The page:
In societies where large families are desired, the potential unintended pregnancy rate tends to be low. As societies move through the fertility transition, the desired number of children declines along with the number of years needed to reach desired family size. Therefore the number of years during which women are potentially at risk of experiencing an unintended pregnancy increases commensurately. Estimates of the desired number of children range from approximately five in sub-Saharan Africa to two in the Western world.
Spacing preferences also influence the potential unintended pregnancy rate. Women who prefer longer birth intervals are at greater risk of experiencing unintended pregnancies. This consideration is important in the analysis of abortion rates, Bongaarts and Westoff say, because mistimed as well as unwanted pregnancies are potentially subject to termination.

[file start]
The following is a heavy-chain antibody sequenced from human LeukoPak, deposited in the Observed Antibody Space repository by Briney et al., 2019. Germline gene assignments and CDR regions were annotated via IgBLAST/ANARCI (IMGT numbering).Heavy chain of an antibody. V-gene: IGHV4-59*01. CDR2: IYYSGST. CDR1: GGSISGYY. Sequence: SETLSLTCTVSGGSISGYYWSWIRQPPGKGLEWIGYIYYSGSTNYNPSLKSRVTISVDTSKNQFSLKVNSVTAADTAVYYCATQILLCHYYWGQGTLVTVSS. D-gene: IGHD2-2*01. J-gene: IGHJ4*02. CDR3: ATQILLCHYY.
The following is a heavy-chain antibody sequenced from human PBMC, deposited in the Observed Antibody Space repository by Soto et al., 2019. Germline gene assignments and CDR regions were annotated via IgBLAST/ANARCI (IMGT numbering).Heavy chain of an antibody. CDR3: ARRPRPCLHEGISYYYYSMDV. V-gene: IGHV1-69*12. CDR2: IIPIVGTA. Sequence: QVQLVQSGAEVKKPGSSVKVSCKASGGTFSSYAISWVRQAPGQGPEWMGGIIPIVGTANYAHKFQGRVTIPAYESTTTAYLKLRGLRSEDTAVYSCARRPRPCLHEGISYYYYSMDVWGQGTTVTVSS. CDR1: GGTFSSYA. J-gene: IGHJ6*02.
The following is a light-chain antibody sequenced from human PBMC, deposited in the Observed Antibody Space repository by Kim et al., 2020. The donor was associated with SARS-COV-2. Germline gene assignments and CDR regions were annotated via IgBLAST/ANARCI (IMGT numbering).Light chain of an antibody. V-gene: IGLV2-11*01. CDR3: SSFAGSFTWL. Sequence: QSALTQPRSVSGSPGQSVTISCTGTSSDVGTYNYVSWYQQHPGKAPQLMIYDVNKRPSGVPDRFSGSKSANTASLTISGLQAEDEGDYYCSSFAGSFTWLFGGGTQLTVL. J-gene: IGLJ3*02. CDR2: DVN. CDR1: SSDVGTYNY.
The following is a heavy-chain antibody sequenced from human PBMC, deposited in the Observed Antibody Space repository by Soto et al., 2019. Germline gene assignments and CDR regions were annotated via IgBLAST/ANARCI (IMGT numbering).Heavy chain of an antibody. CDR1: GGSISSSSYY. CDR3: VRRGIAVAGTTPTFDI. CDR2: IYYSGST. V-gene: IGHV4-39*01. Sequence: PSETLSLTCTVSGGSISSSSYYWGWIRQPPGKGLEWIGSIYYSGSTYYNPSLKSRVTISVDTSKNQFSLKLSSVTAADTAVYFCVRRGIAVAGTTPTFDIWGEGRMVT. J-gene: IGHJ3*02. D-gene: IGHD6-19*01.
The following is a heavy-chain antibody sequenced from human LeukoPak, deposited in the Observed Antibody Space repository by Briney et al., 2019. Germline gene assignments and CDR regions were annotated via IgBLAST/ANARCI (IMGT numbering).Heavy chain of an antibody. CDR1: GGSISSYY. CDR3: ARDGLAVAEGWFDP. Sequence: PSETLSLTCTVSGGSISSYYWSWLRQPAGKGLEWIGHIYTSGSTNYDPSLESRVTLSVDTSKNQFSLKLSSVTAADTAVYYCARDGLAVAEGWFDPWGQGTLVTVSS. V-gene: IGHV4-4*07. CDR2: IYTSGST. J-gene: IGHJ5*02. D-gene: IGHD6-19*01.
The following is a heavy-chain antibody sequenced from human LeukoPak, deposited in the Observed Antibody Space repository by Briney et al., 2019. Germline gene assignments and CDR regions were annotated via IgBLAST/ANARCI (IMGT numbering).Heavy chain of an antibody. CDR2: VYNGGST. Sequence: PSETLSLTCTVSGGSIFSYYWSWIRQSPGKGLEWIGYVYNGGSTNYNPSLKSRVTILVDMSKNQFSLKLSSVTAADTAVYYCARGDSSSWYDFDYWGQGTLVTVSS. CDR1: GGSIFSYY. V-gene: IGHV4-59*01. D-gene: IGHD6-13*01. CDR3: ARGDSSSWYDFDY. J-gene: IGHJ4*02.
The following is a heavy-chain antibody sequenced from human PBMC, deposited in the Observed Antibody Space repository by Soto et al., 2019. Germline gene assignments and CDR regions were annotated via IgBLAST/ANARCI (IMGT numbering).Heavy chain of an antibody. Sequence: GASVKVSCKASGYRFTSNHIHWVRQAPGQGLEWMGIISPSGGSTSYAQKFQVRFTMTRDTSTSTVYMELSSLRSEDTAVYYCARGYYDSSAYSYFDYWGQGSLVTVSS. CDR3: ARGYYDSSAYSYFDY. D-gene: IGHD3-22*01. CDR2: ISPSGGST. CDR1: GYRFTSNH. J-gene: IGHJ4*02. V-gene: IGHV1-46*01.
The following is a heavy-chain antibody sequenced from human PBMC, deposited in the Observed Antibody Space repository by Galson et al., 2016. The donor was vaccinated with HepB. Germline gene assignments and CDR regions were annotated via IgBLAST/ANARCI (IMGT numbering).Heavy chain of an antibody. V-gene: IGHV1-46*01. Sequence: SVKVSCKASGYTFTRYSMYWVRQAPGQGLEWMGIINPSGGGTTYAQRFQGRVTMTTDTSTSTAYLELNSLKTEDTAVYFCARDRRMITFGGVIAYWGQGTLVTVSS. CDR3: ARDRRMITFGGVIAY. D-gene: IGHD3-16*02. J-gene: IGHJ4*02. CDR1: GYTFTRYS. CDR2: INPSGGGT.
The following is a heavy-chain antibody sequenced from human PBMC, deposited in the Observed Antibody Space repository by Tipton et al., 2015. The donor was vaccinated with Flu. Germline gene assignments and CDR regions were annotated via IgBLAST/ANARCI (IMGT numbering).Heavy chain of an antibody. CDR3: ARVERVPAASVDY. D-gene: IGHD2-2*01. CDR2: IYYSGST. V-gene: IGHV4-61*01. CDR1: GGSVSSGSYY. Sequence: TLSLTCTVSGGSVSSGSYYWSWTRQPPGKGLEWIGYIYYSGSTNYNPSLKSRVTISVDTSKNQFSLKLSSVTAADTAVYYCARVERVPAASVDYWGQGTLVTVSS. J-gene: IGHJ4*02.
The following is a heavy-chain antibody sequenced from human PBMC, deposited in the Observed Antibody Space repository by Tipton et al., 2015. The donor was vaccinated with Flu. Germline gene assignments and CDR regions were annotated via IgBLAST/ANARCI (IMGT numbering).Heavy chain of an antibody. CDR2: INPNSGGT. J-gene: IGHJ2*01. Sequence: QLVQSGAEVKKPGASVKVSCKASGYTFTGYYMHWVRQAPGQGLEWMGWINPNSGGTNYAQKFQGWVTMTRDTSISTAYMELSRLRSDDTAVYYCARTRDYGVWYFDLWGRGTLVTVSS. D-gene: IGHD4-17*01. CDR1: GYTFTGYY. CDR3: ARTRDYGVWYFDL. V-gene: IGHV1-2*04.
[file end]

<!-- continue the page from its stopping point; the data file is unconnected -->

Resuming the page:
The actual rate of unintended pregnancy depends not only on the potential rate, but also on the extent to which women use contraceptives and on their effectiveness. In theory, if all fecund women who did not wish to become pregnant practiced contraception that is 100 percent effective, there would be no need for abortion. Because not all such women practice contraception, and because methods are less than 100 percent effective, and because even effective methods are sometimes misused, perfect contraceptive use is only an ideal. Contraceptive prevalence varies around the world from less than 10 percent of women of reproductive age in some sub-Saharan countries to around 75 percent in many developed countries.
Use of Abortion Varies Among Regions
Just as contraceptive prevalence varies around the world, so does the use of abortion to terminate pregnancies, the authors note. The proportion of unintended pr
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